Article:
Reflections on the Shack Experience

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The shack is a memory I will never forget. The rock picking, clamming, field work, and everything in between. Doing something like this builds you up so much, and it most defiantly changes you. I was so happy to have my friends (or now i guess you could call them family) with me. I know now that having people with you to encourage you can make the world of difference. I don’t know if I could have made this journey without them. I now truly understand why family is so important down here in Mexico. It’s beacuse it has to be, it’s because you couldn’t face all these challenges without support, without people helping you on those tough days. The days you don’t wanna get out of your shack to go work another 9 hour day, when you have those thoughts going through you head like ” why, is it even worth it?”From all my experiences down here in Mexico, the shack experience has been completely different. It showed me things I could have heard or learned about but not actually fully understand until experiencing it. Waking up in the morning was quite peaceful in my little cardboard home, that I was most definatly attached to, for about a 30 seconds. Then I started to think about everything you’ve gotta do to survive. You start the daily process with “gotta wake the rest of the family up, gotta go start the fire, hope the woods not to damp, gotta start breakfast, hope the pans are clean, hope we have enough torttias..” and so on.I found myself thinking for the first time, in my perfectly protected easy life, about how money is really most important when it comes to feeding yourself and your family. Life in the shack doesn’t allow you to think about new stylish clothes, or about “drama” in high school, or how much better your life would be with that new “thing”. You live day to day, paycheck by paycheck. This semester we were only paid 300pesos (30 dollars) with deductions for bills and medical we were left with 175 pesos (17.50 $) for food for 2 girls and 3 always hungry teenage boys ( that’s a lot of bellies to fill). We learned that you should eat as much as you can when you had the 3 meals you did , because you never know if the next meal might be smaller , and might not fill you up.There will be so many things from the shack experience that I will take with me, and hope to remember for the rest of my life. One being that food is very important. I don’t think many people I know, including myself appreciate food as much as we should. That was constantly on my mind. Food to me in Canada is ” oh what will taste the best” “what’s the biggest” or you just open the fridge and there it is. But here, as well as most of the world think about if I can afford the next meal, and if its going to fill me, your taste buds are of unimportance.Another thing I know that I take for granted is our health care. For example, a member of our family on the second day got heat stroke, but lucky for us he just got to walk across the street and sleep in our real house and got better. For most people in developing nations, you don’t get to go to a nice bed with cold/warm showers, good food, and clean drinking water to get yourself better. You either have to go to the hospital which is usually 50 pesos (in Mexico) which sometimes isn’t feasible. Or you have to miss a couple days of work which means missing out on pay for is needed for food, bills, and everything else necessary to live.It was unfortunate that we lost a member of our family for a couple days in the shack but I know this realization wouldn’t of hit me as much as it did.Although there was a couple rough patches throughout our experience, what felt like a never ending week, there was a lot of good times and memories. I had some great laughs playing cards at the end of each day, singing in the fields, trying to finish 99 bottles of beer on the wall (never ended up happening), and just being together as a family. I know I had fun, eating, breathing, living Mexican!~ A School of Leadership Student living in Mexico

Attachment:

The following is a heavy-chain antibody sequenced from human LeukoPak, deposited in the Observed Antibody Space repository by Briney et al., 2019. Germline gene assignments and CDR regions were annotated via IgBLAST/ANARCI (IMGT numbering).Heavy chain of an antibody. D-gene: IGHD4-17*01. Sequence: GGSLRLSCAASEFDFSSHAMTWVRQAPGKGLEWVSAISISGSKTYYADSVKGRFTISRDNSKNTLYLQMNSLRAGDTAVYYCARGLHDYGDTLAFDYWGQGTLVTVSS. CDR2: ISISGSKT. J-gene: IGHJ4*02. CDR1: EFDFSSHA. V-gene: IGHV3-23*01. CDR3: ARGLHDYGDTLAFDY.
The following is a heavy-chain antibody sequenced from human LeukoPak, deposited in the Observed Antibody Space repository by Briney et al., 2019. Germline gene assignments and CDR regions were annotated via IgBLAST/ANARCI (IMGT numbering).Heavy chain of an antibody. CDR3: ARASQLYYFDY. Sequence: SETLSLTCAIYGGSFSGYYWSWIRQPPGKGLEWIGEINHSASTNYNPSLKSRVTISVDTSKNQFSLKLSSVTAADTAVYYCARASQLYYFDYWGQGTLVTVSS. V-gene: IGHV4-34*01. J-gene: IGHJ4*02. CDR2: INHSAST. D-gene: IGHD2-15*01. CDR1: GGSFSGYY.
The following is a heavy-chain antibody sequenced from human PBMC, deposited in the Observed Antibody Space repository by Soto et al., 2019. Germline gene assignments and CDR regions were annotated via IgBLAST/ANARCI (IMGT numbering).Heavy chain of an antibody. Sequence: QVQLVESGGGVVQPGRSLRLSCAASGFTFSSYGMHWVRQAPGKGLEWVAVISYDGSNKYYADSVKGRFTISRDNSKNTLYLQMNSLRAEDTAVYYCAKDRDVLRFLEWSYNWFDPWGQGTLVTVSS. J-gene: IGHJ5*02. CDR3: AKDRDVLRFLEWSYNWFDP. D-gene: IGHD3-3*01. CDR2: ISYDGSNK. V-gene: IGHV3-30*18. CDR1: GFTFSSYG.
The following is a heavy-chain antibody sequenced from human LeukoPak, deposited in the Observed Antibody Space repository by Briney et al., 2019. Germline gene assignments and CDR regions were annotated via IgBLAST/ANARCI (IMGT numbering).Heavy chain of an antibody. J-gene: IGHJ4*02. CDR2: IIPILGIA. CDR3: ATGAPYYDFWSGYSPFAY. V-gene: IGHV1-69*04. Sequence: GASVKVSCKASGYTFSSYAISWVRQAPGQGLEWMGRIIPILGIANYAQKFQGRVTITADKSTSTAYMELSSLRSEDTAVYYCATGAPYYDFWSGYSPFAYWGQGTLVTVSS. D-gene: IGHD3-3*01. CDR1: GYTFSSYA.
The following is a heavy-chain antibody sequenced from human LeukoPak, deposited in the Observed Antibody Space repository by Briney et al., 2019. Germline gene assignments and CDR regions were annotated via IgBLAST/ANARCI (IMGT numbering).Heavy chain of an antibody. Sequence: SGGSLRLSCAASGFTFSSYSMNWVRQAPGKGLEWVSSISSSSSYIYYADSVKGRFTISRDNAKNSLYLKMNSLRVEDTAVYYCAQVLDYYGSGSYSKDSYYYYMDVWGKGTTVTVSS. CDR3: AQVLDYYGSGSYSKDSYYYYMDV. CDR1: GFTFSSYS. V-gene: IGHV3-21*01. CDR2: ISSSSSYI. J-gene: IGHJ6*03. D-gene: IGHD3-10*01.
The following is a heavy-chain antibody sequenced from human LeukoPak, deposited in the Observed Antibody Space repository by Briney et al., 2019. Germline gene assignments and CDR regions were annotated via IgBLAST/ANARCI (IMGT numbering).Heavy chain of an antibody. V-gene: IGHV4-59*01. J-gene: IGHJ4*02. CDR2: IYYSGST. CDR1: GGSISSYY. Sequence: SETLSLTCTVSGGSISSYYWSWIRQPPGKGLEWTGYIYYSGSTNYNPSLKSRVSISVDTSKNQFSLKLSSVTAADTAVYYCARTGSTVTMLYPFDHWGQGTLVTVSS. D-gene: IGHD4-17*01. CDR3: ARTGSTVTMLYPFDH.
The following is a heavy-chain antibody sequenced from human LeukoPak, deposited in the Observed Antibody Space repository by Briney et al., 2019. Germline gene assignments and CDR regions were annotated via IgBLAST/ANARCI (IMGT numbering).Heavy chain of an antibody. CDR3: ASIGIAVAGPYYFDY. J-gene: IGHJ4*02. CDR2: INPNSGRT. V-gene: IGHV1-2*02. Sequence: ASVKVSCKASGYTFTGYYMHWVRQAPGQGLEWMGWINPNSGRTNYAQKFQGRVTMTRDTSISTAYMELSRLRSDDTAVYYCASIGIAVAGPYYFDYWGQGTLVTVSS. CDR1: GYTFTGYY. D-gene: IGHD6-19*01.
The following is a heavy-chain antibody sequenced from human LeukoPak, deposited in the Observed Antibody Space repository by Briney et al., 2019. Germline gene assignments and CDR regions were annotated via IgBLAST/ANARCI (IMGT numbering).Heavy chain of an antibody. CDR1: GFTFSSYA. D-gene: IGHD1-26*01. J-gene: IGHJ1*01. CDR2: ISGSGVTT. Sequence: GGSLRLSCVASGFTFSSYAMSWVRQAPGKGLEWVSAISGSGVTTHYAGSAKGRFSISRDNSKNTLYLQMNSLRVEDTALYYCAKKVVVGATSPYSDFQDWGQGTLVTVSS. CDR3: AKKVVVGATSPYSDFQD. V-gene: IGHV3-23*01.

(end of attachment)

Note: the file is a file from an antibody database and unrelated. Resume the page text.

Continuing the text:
Author: LiveDifferent

Date: May 14th, 2010